Research Group of Prof. Dr. M. Griebel
Institute for Numerical Simulation
Title Finite-differences on Sparse Grids for the Solution of Partial Differential Integrations
Participiants Thomas Schiekofer Michael Griebel
Keywords Finite Differences, Partial Differential Equations, Sparse Grids

Sparse Grids

We consider the solution of elliptic and parabolic partial differential equations on the domain and together with appropriate boundary conditions, respectively. Usually, the discretization of these equations on the respective domains is done by the use of full grids with equidistant meshwidths in each coordinate direction. Using the piecewise linear hierarchical basis, a full grid can be obtained by taking a rectangular scheme of the infinite tableau of subspaces into account as it can be seen on the left side of Figure 1. A discussion of the properties of the subspaces together with a comparison of accuracy vs. effort for each subspace (a detailed discussion can be found in [1]) leads to the result, that it is more reasonable to use a triangular scheme as indicated on the right side of Figure 1 which leads to a sparse grid instead of taking a rectangular scheme into account.

Figure 1: rectangular scheme (left) and triangular scheme (right) of subspaces, cut out of a theoretically infinite tableau of subspaces (l denotes the level of discretization)

We are now interested in the discretization of the above mentioned differential equations (the discretization of hyperbolic pde's is treated within the project Finite Difference Schemes on Sparse Grids for Time Dependent Problems ) using finite differences. The application of well known finite difference stencils leads to a non-consistent discretization (cf. [4]). Therefore, special finite difference operators for sparse grids have to be build. These operators are based on dimensional splitting and the (nodal to) hierarchical basis transform H and its inverse H-1. Each differential operator DjSG (which stands for first or second derivatives on sparse grids, respectively) along a coordinate direction j consists of three operations:

  • application of a hierarchical transformation in all coordinate directions but the one in which the derivative has to be applied,
  • the well-known one-dimensional finite difference stencils are applied on each single one-dimensional grid line of the sparse grid according to the local meshwidth,
  • and the last operation is the application of the back-transformation from hierarchical values to nodal values again in all coordinate directions but the one in which the finite difference stecils was just applied

Figure 2 shows this procedure in the two-dimensional case where a derivative in x-direction is considered. A more detailed description of this scheme can be found in [2] and [4].

With this is mind, DjSG simply reads . If DiSG is considered to be a discretization for the second derivative, the expression

represents the Laplacian operator. Note that, the discretized differential operators lead to non-symmetric matrices even for self-adjoint differential operators like the Laplacian. Hence, we need an iterative solver that can handle systems of linear equations with non-symmetric matrices. The solver we implemented therefore is the preconditioned BiCGstab method. Although the discretization matrices are not sparse, a matrix-vector multiplication can be implemented in O(N) where N denotes the number of grid points. In the following, some numerical examples are presented. Details about discretizations, preconditioning, properties of the discretization matrices, proofs of consistency and so on can be found in [4]. There, more numerical examples including also the Navier Stokes equations can be obtained.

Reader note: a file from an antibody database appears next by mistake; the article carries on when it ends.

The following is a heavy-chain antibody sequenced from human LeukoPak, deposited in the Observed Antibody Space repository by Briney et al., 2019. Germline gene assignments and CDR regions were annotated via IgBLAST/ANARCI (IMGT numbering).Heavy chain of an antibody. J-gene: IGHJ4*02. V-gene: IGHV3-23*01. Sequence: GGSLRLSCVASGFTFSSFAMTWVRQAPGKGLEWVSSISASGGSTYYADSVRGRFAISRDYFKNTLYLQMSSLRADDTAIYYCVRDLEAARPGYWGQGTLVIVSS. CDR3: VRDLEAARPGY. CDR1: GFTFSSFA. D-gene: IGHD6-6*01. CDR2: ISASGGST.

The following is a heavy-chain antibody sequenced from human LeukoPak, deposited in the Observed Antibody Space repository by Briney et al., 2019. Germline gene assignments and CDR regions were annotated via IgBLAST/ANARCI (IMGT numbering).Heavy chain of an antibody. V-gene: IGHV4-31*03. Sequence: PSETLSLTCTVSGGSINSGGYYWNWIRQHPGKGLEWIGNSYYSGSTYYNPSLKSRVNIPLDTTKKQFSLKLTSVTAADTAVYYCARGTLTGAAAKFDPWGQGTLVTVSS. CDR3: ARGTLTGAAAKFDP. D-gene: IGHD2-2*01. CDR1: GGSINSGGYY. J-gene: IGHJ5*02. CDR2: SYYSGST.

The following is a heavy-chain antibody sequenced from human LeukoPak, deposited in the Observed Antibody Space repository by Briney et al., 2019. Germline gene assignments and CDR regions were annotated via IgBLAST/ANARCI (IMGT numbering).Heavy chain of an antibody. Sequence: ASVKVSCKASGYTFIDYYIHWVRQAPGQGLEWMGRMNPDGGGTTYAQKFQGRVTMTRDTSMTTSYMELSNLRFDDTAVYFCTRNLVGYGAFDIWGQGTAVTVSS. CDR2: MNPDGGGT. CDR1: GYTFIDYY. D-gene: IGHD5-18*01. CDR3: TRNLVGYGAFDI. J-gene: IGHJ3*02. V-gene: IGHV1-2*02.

elliptic PDE's

As a first example, we consider a Laplace equation on the unit square with the solution

and right hand side f=0. Additionally, Dirichlet conditions are imposed on the boundary. The numerical results can be seen in Table 1 where the error measured in the maximum norm and the L2-norm is shown. Figure 2 shows the corresponding convergence rates. Here, also the L1-norm as well as a pointwise measured error can be obtained.

Table 1: numerical results for above Laplace problem

The second example we focus at is a convection diffusion equation

with b=(2,3) and c=1. The solution of this problem is chosen to be

together with the apropriate right hand side. Again, Dirichlet boundary conditions are imposed. Table 2 shows the numerical results where again the errors measured in the maximum norm and the L2-norm can be seen. Figure 3 shows the corresponding convergence rates. Again, also the L1-norm as well as a pointwise measured error can be seen.

Table 2: numerical results for above convection diffusion problem

parabolic PDE's

We also treat parabolic equations

on the domain with boundary condition for and initioal condition for u. We discretize the time derivative by the first order explicit euler method, but other time discretizations like Crank-Nicolson or full implicit methods can also be applied. As an example we take

for the elliptic operator L with the coefficient functions

The coefficient function is chosen in a way so that

is the solution of our problem where describes the initial value for u. Hence, the solution of this problem consists of a product of sine waves in x- and y-direction which propagate with different speed in time. The following pictures where obtained on a regular sparse grid with time step 1e-4.

Figure 2: function and contour plot for t=0

Figure 3: function and contour plot for t=1.5e-1

Figure 4: function and contour plot for t=3.25e-1

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